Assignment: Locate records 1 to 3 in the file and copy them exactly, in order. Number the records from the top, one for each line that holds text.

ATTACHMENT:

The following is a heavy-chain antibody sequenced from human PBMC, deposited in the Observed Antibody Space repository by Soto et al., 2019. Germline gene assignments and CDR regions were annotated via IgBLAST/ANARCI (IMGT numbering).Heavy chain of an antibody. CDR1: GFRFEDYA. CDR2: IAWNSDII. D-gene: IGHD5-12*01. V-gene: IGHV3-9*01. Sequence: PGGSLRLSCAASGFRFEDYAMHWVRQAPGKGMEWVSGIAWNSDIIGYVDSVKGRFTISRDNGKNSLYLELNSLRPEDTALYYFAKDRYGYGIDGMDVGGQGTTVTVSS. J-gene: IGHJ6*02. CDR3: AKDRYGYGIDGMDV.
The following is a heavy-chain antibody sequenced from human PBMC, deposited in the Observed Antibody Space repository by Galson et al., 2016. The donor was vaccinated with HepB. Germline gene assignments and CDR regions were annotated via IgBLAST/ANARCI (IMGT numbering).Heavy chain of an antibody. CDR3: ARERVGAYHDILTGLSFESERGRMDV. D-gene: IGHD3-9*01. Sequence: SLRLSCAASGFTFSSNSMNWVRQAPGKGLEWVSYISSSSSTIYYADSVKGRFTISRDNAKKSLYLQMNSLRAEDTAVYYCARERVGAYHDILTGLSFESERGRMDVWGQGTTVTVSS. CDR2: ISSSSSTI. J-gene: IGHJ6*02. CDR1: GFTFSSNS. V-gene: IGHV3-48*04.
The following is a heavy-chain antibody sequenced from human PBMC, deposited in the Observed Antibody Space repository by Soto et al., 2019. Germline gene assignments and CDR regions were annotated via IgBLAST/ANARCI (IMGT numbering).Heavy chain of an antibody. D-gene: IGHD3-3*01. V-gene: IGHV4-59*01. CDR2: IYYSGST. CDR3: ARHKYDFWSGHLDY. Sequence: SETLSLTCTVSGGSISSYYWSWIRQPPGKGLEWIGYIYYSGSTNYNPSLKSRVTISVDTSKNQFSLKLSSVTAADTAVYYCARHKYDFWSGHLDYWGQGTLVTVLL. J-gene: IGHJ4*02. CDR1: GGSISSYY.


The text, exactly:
The following is a heavy-chain antibody sequenced from human PBMC, deposited in the Observed Antibody Space repository by Soto et al., 2019. Germline gene assignments and CDR regions were annotated via IgBLAST/ANARCI (IMGT numbering).Heavy chain of an antibody. CDR1: GFRFEDYA. CDR2: IAWNSDII. D-gene: IGHD5-12*01. V-gene: IGHV3-9*01. Sequence: PGGSLRLSCAASGFRFEDYAMHWVRQAPGKGMEWVSGIAWNSDIIGYVDSVKGRFTISRDNGKNSLYLELNSLRPEDTALYYFAKDRYGYGIDGMDVGGQGTTVTVSS. J-gene: IGHJ6*02. CDR3: AKDRYGYGIDGMDV.
The following is a heavy-chain antibody sequenced from human PBMC, deposited in the Observed Antibody Space repository by Galson et al., 2016. The donor was vaccinated with HepB. Germline gene assignments and CDR regions were annotated via IgBLAST/ANARCI (IMGT numbering).Heavy chain of an antibody. CDR3: ARERVGAYHDILTGLSFESERGRMDV. D-gene: IGHD3-9*01. Sequence: SLRLSCAASGFTFSSNSMNWVRQAPGKGLEWVSYISSSSSTIYYADSVKGRFTISRDNAKKSLYLQMNSLRAEDTAVYYCARERVGAYHDILTGLSFESERGRMDVWGQGTTVTVSS. CDR2: ISSSSSTI. J-gene: IGHJ6*02. CDR1: GFTFSSNS. V-gene: IGHV3-48*04.
The following is a heavy-chain antibody sequenced from human PBMC, deposited in the Observed Antibody Space repository by Soto et al., 2019. Germline gene assignments and CDR regions were annotated via IgBLAST/ANARCI (IMGT numbering).Heavy chain of an antibody. D-gene: IGHD3-3*01. V-gene: IGHV4-59*01. CDR2: IYYSGST. CDR3: ARHKYDFWSGHLDY. Sequence: SETLSLTCTVSGGSISSYYWSWIRQPPGKGLEWIGYIYYSGSTNYNPSLKSRVTISVDTSKNQFSLKLSSVTAADTAVYYCARHKYDFWSGHLDYWGQGTLVTVLL. J-gene: IGHJ4*02. CDR1: GGSISSYY.